data do not imply anything in particular about the role foreign direct investment has
played in the rate of growth of U.S. GDP.
Foreign-owned establishments, on average, are far outperforming their U.S.-owned
counterparts. Although foreign-owned firms account for less than 4% of all U.S.
manufacturing establishments, they have 14% more value added on average and 15%
higher value of shipments than other manufacturers. The average plant size for foreignowned firms is much larger — five times — than for U.S. firms, on average, in similar
industries. This difference in plant size apparently rises from an absence of small plants
among those that are foreign-owned. As a result of the larger plant scale and newer plant
age, foreign-owned firms paid wages on average that were 14% higher than all U.S.
manufacturing firms, had 40% higher productivity per worker, and 50% greater output per
worker than the average of comparable U.S.-owned manufacturing plants. Foreign-owned
Foreign Direct Investment in the United States: Operations of U.S. Affiliates of Foreign
Companies, Preliminary 2005 Estimates. Bureau of Economic Analysis, 2007, Table 2A-1.
firms also display higher capital intensity in a larger number of industries than all U.S.
These differences between foreign-owned firms and all U.S. firms should be
viewed with some caution. First, the two groups of firms are not strictly comparable: the
group of foreign-owned firms comprises a subset of all foreign firms, which includes
primarily very large firms; the group of U.S. firms includes all firms, spanning a broader
range of sizes. Secondly, the differences reflect a range of additional factors, including
the prospect that foreign firms which invest in the United States likely are large firms with
proven technologies or techniques they have successfully transferred to the United States.
Small foreign ventures, experimenting with unproven technologies, are unlikely to want
the added risk of investing overseas. Foreign investors also tend to opt for larger scale
and higher capital-intensity plants than the average U.S. firm to offset the risks inherent
in investing abroad and to generate higher profits to make it economical to manage an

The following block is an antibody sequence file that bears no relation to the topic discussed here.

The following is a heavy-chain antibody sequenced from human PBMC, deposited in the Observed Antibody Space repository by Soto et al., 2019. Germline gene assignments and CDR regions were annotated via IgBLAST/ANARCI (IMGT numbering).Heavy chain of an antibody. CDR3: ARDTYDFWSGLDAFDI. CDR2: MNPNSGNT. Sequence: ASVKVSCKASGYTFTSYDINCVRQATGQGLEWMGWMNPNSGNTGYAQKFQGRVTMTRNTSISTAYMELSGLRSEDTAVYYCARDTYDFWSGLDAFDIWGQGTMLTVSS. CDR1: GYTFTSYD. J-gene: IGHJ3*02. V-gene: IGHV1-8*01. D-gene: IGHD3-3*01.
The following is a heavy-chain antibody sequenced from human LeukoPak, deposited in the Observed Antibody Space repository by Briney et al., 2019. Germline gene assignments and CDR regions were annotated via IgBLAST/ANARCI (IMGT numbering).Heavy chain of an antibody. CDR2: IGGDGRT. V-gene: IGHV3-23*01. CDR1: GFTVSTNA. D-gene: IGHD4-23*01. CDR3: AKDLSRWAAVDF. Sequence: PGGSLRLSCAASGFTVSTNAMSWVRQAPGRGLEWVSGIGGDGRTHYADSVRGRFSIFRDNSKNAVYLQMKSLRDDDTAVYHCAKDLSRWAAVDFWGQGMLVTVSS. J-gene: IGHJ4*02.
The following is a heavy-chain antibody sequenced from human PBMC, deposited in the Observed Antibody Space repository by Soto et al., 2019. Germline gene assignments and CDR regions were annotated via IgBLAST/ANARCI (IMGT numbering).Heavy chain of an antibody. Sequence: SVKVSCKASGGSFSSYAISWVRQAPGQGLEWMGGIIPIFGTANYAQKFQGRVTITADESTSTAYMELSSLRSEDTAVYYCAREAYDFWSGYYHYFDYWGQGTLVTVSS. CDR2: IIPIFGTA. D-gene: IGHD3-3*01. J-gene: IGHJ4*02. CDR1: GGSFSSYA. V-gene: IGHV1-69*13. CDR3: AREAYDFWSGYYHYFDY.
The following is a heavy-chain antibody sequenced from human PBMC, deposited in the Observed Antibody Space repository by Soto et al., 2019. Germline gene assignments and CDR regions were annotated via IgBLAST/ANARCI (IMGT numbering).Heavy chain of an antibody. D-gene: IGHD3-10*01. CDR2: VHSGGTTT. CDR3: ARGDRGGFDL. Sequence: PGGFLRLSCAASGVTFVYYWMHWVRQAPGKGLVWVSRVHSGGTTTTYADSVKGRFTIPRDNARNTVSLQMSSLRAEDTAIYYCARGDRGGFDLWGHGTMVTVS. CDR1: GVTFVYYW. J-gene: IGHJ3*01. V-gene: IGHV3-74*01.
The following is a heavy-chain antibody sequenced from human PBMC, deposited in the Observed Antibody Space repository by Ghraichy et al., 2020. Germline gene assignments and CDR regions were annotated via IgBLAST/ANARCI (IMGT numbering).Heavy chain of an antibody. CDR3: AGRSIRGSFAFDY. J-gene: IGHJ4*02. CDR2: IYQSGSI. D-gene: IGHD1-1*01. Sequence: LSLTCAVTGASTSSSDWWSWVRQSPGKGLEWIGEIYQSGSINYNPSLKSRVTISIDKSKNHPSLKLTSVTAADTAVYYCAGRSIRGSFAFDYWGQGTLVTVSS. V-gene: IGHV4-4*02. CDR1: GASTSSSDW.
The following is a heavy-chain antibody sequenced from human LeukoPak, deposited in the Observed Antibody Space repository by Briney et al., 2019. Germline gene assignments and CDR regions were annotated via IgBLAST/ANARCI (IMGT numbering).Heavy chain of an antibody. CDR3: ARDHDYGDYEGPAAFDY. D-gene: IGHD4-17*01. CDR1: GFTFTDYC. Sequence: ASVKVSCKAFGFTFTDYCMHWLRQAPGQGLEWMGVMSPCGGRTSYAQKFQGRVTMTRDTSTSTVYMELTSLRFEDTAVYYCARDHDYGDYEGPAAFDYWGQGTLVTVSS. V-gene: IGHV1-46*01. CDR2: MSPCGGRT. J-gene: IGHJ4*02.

operation far removed from the parent firm.
Foreign direct investment in the United States in 2005 rose slightly, but still
equaled far less than the record amount recorded in 2000. Other countries have
experienced a similar turn-around in foreign direct investment inflows, especially to some
of the less developed economies where there is a great potential for investment. As the
rate of growth of the U.S. economy rises, interest rates stay low, and the rate of price
inflation stays in check, foreign direct investment in the United States likely will continue
the rebound. Of particular importance will be public concerns over foreign direct
investment in the economy as a whole and on the overall phenomenon referred to as
“globalization,” with its impact on jobs in the economy. Concerns over foreign direct
investment, where they exist, stem not so much from the perceived potential losses of
international competitiveness that characterized similar concerns in the 1980s, but from
potential job losses that could result from mergers and acquisitions, although such losses
could occur whether the acquiring company is foreign- or U.S.-owned. Such concerns are
offset, at least in part, by the benefits that are perceived to be derived from the inflow of
capital and the potential for new jobs being created in local areas.
Although job security is an important public issue, opposition to some types of
foreign direct investment stem from concerns about the impact of such investment on U.S.
economic and security interests, particularly in light of the terrorist attacks of September
11, 2001. The U.S. economy, however, remains a prime destination for foreign direct
investment. As the pace of economic growth in the Nation increases relative to that of
foreign economies, foreign direct investment likely will increase as new investments are
attracted to the United States and existing firms are encouraged to reinvest profits in their